Garrus: You're military, Chief Williams. They're civilians. Civilians never believe the enemy is coming until they're at the gates.
In stories which involve the military, relations between military officers and the politicians whom they answer to can often be a good source of dramatic tension. In some stories, it's the trigger-happy military which is the problem, but if the protagonists are military officers, it's a fair bet that the civilian side of government will either be ignored or will be presented as an obstacle.
It's not just the bureaucrats who are obstructive — it's the entire non-military world. All politicians, regardless of affiliation, are dedicated to blocking, budget-cutting, and otherwise screwing over the military for the sake of short term political gain. (And the criticism isn't just of pacifists - all politics is portrayed as inherently ignoble. If it's only politicians of a certain type who get this treatment, it might be a case of Strawman Political instead.) Courts and lawyers tie the military up with silly regulations which stop them doing their jobs. The news media never understand the realities of war, and reporters are critical of everything the military does. Businessmen just want to profit from the war, and don't care if their products are defective and get soldiers killed. The general public are ungrateful for the sacrifices made by the military. Even non-combat military personnel can be part of it, if they're fastidious about rules or are Armchair Military. Any character who isn't a soldier, really, has no plot purpose except to get in the way of the brave, noble, and self-sacrificing characters who are.
Because the author gets to determine how their world works, it's rare that the civilians will actually have a valid point. Even if they do, though, Sympathetic P.O.V. means that we may not notice it — since soldiers are the protagonists, we'll likely side with them without thinking too closely about whether it's really a good thing for the military to hold civilian authorities in contempt. A military protagonist in a You Have to Believe Me! situation, say, may well look like a General Ripper from the point of view of the civilian, but since the audience knows better, the civilian appears to be unreasonable.
This trope is the reason US Presidents commonly appoint retired military officers to the Secretary of Defense post (and similar posts, including State, Homeland Security, or Director of National Intelligence). Appointing active military personnel to the civilian side of military leadership is against US law, but retired or honorably discharged personnel are allowed to fill civilian roles in the command chain.
- Super Dimension Fortress Macross tends to present the military in a more favorable light than civilians, since the majority of the main characters are officers. It helps that the major civilian character outside of Minmay happens to be a gigantic douche. Also, the higher-ups in the UN Spacy (Adm. Hayase, for one) are shown to be a bunch of twits who are more interested in keeping up appearances for political reasons themselves. Really, in this case it's almost a case of Straw Anyone Who Is Not A Macross Crew member.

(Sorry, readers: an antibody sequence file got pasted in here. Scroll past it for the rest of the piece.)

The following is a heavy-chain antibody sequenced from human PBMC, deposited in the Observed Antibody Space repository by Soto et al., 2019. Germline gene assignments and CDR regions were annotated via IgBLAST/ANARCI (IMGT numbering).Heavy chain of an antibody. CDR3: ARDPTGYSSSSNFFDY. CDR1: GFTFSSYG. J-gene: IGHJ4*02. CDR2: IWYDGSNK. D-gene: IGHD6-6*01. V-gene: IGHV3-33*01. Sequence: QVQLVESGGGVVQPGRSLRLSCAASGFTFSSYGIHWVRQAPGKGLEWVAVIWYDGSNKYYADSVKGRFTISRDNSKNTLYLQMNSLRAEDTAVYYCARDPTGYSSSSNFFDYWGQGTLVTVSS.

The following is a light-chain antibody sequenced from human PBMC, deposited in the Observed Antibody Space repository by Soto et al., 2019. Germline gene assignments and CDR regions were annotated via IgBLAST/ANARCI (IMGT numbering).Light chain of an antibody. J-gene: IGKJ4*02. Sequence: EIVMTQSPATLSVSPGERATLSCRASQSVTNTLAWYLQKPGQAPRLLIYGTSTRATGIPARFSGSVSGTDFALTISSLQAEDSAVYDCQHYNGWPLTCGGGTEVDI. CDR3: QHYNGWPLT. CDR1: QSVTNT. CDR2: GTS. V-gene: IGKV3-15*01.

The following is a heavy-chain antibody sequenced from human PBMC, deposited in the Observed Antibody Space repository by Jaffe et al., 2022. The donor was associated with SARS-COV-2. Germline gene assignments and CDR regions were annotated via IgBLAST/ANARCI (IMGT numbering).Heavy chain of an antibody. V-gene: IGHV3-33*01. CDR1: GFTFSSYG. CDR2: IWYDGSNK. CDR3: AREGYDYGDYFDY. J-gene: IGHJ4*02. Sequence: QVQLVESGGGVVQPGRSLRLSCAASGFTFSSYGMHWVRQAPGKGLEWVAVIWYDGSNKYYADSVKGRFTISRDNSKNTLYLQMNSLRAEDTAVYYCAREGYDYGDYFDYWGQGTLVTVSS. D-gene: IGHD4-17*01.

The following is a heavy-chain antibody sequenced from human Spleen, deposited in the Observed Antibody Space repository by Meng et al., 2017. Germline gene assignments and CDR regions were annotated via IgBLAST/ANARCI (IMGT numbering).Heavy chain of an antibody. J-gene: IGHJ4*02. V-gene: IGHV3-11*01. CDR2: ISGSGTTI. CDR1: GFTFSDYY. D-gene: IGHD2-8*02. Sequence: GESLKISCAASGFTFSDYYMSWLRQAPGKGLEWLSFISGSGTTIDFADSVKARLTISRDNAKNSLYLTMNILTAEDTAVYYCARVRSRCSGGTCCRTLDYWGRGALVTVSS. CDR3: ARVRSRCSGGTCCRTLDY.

- Mobile Suit Gundam Wing overlaps this with Your Terrorists Are Our Freedom Fighters. On the one hand, the protagonists (the Gundam pilots) are fighting against the corrupt Earth government oppressing the space colonies. On the other hand, people (on both the space colonies and Earth) are getting sick of the fighting. Which makes for lots of Contemplate Our Navels on the issue of war and peace.
- Subverted in Red River (1995). The Hittite military is the focus on quite a few story arcs and most of the leads are a part of it/involved with it, however part of the reason they're shown in such a good light is their willingness to protect and hear out civilians instead of brutally killing them.
- Attack on Titan: Many civilians look down on the Survey Corps as lunatics and a waste of their taxes.
- The Boys: Vought-American began as one of these, selling faulty rifles to the military that got hundreds of American soldiers killed in Vietnam, not to mention trying to push for their early superheroes to be used in World War II 20 years before, also a total disaster. They've bribed their way out of trouble time and time again, until present day when they're a bloated corporation that controls most superhumans.
- Unbuilt but visible in The Thing from Another World, where the scientists (especially Dr. Carrington) butt heads with the military men about how to deal with the creature.
- Hamburger Hill has this as a point of contention, fitting with the anti-war movement. A lot of the soldiers we see are met with nothing but hostility by anti-war Americans, who do things like throw bags of dog shit at them, harass a bartender whose son died in Vietnam, coerce another soldier's girlfriend to stop writing to him because his service is "immoral", and even praising the North Vietnamese Army as "heroic" and calling the US soldiers "Evil." One character even signs up for another tour in Vietnam after coming home to nothing but hostility.
- Tom Clancy's novels have this on occasion, though he averts this trope as often as he plays it straight. Generally, whilst civilians often get in the military's way, their plight/position is portrayed with respect - in The Cardinal of the Kremlin, for instance, the President's Chief of Staff argues against rescuing the titular American spy, citing the fact that it could compromise dramatic diplomatic successes. Whilst the protagonists are against him, his argument is given a fair hearing.